Leftover food can be stored for three to four days in the refrigerator. Be sure to consume them within this time frame. After this period, the risk of food poisoning increases. If you think you won’t be able to eat the leftovers within four days, freeze them immediately.
Food poisoning is caused by harmful germs, such as bacteria found in contaminated food. Because bacteria don’t usually change the taste, smell, or appearance of food, you can’t tell if a food is unsafe to eat. If you have any doubts about the safety of a food, it is best to throw it away.
Cooked foods: do not leave them in the open air for more than two hours
Fortunately, most cases of food poisoning can be prevented with proper cooking and handling of food. To ensure food safety, promptly refrigerate perishable foods, such as meat, poultry, fish, dairy products and eggs. Do not let them sit for more than two hours at normal room temperature or more than one hour at temperatures above 32°C.
Uncooked foods, such as cold salads or sandwiches, should also be eaten or refrigerated quickly. Your goal is to reduce the time a food is in the “danger zone” – between 4 and 60°C – where bacteria can multiply rapidly.
Reheat food above 74° before serving
When you’re ready to eat leftovers, reheat them on the stovetop or in a conventional oven or microwave until the internal temperature reaches 74 C. Slow cookers are not recommended for reheating leftovers, as these Appliances may not heat food enough to kill bacteria. Instead, reheat them on the stovetop or in a conventional oven or microwave until the internal temperature is high enough to kill bacteria.
Meat, egg, cooked dishes: two or three days in the fridge max
The shelf life in the refrigerator varies from food to food before consuming it. Cooked leftovers, especially meat and eggs, should be refrigerated and consumed within two to three days. Otherwise, the risk of foodborne illnesses caused by bacteria increases.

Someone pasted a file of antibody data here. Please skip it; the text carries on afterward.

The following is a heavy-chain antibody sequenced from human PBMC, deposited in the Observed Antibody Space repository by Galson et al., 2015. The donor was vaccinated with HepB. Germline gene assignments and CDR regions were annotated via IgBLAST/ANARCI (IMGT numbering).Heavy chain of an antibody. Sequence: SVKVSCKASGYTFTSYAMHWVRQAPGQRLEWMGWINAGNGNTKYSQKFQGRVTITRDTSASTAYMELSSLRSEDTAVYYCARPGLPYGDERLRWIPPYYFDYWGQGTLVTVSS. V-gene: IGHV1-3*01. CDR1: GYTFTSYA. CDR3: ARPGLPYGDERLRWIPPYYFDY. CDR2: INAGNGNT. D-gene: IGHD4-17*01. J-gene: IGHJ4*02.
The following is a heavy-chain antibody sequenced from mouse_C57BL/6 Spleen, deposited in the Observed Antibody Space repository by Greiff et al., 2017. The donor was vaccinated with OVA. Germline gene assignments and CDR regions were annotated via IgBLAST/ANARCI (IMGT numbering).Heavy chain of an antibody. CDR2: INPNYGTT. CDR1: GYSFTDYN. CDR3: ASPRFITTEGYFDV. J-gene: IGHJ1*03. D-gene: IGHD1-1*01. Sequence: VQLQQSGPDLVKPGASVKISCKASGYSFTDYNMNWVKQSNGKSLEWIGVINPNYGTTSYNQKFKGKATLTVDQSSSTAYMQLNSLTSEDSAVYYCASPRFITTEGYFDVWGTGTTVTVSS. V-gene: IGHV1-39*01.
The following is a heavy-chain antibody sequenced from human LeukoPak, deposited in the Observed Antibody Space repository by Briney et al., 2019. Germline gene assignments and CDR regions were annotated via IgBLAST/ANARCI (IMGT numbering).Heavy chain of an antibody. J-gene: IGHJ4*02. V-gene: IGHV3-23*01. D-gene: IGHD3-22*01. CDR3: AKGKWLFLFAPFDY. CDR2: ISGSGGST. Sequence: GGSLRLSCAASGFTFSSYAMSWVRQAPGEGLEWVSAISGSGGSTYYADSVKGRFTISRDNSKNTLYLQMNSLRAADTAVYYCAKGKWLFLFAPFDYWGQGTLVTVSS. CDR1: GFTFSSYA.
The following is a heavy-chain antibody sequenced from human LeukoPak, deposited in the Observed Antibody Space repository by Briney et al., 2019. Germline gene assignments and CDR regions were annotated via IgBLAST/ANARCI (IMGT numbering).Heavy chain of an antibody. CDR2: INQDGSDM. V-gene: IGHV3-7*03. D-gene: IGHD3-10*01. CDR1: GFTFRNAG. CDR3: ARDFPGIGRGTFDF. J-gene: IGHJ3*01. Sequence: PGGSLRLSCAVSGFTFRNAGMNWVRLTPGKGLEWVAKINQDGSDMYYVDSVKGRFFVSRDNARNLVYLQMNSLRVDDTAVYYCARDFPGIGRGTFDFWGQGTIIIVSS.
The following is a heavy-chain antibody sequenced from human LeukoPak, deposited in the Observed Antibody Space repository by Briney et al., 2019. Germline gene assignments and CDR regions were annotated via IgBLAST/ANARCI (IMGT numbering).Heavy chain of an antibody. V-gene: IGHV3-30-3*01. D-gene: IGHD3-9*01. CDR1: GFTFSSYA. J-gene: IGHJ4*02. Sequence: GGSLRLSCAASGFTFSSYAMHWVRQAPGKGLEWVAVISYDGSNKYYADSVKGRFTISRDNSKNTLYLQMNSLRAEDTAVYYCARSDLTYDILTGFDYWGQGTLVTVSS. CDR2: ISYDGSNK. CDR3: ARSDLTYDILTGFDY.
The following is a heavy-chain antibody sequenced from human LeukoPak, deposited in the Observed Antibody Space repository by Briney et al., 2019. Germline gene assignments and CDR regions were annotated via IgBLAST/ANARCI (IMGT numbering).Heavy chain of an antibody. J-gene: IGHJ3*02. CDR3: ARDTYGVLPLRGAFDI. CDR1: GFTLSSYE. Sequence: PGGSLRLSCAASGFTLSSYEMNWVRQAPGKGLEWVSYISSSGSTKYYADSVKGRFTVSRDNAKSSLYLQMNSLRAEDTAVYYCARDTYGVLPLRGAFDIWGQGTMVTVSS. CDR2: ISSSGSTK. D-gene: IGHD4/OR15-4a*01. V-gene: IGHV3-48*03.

In general, our food supply is quite healthy. There are countries where sanitary conditions are not good and where foodborne diseases are much more numerous. However, everyone should use common sense.
If you know you won’t be eating leftovers in the coming days, or if you’re cooking in bulk for future meals, freeze the food immediately after cooking. There’s always the good old common sense test: If it doesn’t smell or look good, don’t eat it.
In addition, it is safer to leave food in hermetically sealed plastic containers. The key is to store food in a shallow container that can be sealed when the food has cooled. These practices help limit bacteria.
Here’s another safety tip: don’t leave prepared foods out in the open for more than two hours. If you are in a hot place, where the temperature is above 32°C, reduce this time to one hour. Bacteria can grow quickly in unrefrigerated foods. And some bacteria make a poison (toxin) that can make you sick, hence the term “food poisoning”.
Cooked foods: reheat them before serving
If you don’t plan to eat ready-to-eat foods right away, you have two choices.
– You can keep them warm: internal temperature of 60°C or more, in a baking dish in a preheated oven.
– You can also divide the food into small portions, place them in shallow containers and refrigerate them. Plan to reheat food to 74 C just before serving.
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